By J. Albert Gamboa
MANILA TIMES(FINEX Files)
April 7, 2017
Assaulting the peace
FINEX Files is a rotating column of members of the Financial Executives Institute of the Philippines appearing every Friday in Manila Times, business column section.
GENERAL SANTOS CITY – While government negotiators are resuming peace talks with the Communist Party of the Philippines (CPP) and the National Democratic Front (NDF) in the Netherlands, the CPP-NDF’s armed wing has gone on a rampage in Mindanao.
Last week, the NPA attacked the banana plantation of multinational company Dole here at Barangay Sinawal. The rebels burned Dole Philippines’ cold storage and palletizing facilities as well as a container van and other materials inside the compound with an estimated value of P6.9 million. They also doused in gasoline three DOLE container vans with produce worth P1.7 million on their way from Maragusan, Compostela Valley to Panabo City, Davao del Norte.
Dole is the world’s largest producer of fresh fruits, vegetables, and cut flowers. It also operates a vast pineapple plantation at nearby Polomolok town in South Cotabato province. Following the assaults, the agribusiness firm stopped all farm operations, leaving 56 workers and their families severely affected. Dole’s top management has yet to decide if it would continue the operations of the 200-hectare banana farm.
Agrarian reform beneficiaries (ARBs) reported that the NPA has launched an intensified series of attacks on Mindanao-based agricultural plantations that refused to pay revolutionary taxes.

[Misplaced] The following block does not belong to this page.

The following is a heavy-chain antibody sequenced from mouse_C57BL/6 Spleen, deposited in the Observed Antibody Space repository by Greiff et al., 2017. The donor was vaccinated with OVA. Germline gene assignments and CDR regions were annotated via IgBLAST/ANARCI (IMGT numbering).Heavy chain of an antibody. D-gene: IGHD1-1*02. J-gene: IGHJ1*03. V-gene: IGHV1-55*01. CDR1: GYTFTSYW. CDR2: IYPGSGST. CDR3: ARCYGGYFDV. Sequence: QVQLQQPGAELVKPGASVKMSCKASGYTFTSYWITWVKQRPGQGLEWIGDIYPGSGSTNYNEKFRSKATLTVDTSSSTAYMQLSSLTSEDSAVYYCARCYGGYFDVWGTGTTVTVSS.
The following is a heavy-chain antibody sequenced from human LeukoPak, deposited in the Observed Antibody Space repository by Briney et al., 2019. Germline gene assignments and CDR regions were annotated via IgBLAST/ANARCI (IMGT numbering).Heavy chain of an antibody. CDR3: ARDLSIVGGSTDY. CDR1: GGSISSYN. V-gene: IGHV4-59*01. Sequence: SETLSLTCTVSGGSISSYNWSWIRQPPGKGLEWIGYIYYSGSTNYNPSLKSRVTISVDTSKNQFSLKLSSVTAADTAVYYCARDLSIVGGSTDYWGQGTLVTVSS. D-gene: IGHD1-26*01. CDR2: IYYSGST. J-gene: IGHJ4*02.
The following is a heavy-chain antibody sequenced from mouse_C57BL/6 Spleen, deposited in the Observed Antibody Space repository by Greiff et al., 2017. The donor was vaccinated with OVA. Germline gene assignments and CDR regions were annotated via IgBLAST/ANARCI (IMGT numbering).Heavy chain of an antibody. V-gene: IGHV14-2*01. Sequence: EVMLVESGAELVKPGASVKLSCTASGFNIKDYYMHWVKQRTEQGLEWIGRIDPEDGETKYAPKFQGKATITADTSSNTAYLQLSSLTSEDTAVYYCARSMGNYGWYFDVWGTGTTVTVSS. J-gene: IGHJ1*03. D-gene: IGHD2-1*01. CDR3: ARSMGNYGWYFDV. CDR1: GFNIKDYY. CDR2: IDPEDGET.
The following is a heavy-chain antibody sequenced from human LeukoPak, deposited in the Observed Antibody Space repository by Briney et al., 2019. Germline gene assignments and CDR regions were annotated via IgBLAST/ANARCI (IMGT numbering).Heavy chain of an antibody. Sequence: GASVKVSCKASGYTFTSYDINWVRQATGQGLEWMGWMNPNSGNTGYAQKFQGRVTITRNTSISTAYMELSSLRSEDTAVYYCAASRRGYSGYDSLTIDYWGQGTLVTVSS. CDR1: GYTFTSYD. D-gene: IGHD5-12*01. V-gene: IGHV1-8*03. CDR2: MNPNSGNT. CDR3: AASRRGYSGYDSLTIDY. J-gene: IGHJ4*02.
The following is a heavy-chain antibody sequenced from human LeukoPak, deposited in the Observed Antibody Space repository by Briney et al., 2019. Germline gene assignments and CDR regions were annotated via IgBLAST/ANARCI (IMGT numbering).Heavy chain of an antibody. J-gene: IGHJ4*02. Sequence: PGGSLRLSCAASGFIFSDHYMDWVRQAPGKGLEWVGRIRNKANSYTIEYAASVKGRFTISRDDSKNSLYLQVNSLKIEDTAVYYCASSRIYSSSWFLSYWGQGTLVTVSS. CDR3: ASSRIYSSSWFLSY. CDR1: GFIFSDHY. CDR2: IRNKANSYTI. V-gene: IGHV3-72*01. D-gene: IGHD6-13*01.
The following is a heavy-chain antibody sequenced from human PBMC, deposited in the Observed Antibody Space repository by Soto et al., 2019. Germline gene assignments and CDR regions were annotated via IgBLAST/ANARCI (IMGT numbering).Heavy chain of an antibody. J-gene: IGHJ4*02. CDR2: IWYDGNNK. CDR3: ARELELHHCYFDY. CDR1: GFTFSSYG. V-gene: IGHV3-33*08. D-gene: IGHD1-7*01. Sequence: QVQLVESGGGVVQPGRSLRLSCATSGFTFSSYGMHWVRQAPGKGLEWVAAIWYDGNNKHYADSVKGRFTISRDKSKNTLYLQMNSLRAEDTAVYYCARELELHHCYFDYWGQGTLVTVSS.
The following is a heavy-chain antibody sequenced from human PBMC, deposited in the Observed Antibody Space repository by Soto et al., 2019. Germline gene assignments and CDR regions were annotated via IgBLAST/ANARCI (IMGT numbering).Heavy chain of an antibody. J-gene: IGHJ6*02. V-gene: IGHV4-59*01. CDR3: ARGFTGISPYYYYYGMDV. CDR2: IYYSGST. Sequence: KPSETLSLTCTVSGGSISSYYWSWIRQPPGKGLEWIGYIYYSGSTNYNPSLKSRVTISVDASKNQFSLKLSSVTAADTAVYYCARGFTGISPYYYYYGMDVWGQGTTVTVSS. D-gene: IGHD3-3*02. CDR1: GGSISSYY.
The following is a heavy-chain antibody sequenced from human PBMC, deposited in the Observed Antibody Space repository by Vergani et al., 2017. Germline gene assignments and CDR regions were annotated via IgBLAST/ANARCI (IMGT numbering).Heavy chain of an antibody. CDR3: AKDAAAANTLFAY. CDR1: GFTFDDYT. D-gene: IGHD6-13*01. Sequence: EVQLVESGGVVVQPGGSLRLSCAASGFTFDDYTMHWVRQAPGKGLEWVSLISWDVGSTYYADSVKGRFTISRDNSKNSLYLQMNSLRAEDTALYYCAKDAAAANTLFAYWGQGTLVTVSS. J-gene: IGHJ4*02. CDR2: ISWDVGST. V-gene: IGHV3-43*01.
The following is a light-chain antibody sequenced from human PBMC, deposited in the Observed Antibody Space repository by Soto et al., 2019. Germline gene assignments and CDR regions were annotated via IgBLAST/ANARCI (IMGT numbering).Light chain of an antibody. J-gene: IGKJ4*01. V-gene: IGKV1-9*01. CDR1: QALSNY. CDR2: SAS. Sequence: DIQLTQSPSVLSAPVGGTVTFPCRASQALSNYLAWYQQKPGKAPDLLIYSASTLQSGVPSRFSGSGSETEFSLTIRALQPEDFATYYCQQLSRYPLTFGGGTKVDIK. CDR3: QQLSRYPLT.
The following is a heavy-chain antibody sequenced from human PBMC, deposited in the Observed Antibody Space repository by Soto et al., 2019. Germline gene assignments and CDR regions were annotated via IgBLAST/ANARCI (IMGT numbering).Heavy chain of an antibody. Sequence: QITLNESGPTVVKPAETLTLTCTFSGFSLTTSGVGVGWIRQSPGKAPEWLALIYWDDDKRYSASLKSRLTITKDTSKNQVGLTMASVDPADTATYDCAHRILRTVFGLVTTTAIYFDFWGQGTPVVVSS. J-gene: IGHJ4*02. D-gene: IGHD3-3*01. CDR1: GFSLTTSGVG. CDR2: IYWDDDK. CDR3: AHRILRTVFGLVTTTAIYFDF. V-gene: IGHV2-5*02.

Eduardo Maningo, a spokesman for the ARBs in the banana industry, said: “We ask the government to please step up its protection of farm workers and businesses and to go after these lawless elements. The safety of our families and our livelihood are threatened.”
Mindanao’s most lucrative dollar earner will be compromised should the violent attacks persist, thereby affecting the national economy. The Philippines is the second largest banana exporter in the world, despite the small land area of farms devoted to the fruit’s cultivation in the country’s southern regions.
Current estimates place the number of Filipinos dependent on the banana export trade at two million, including family members of “bananeros” and employees of downstream industries.
An investor lamented the government’s alleged neglect of this industry that has reduced poverty in areas where it operates. “All the while, I thought agricultural development is a priority, but the continuous harassment and extortions by the NPA rebels prove otherwise,” he said.
In February, they burned down heavy equipment of pineapple plantation in Bukidnon and a banana processing plant in Compostela Valley.
The following month, NPA terrorists set in flames the facilities of Japanese firm Sumifru in Malaybalay City, Bukidnon and shot down a Cessna plane conducting spraying operations in Tagbina, Surigao.
“Our industry is already hampered with problems. We have low productivity because of pests and diseases, drought, flooding, intermittent weather conditions, and we’re still reeling from the onslaught of Typhoon Pablo. But the insurgency is the most alarming. We are scared for our lives,” Maningo said.
What makes people here in Southern Mindanao wonder is why the government continues to deal with the NDF’s octogenarian leaders who are comfortably ensconced in their Dutch safe havens.
Rebels on the ground have their own minds and have long ignored orders coming from Utrecht. Will the signing of an interim ceasefire agreement make any difference?
The opinions expressed here are the views of the writer and do not necessarily reflect the views and opinions of FINEX. The author is Chief Financial Officer of the Asian Center for Legal Excellence and serves as Co-Chairman of the FINEX Media Affairs Committee.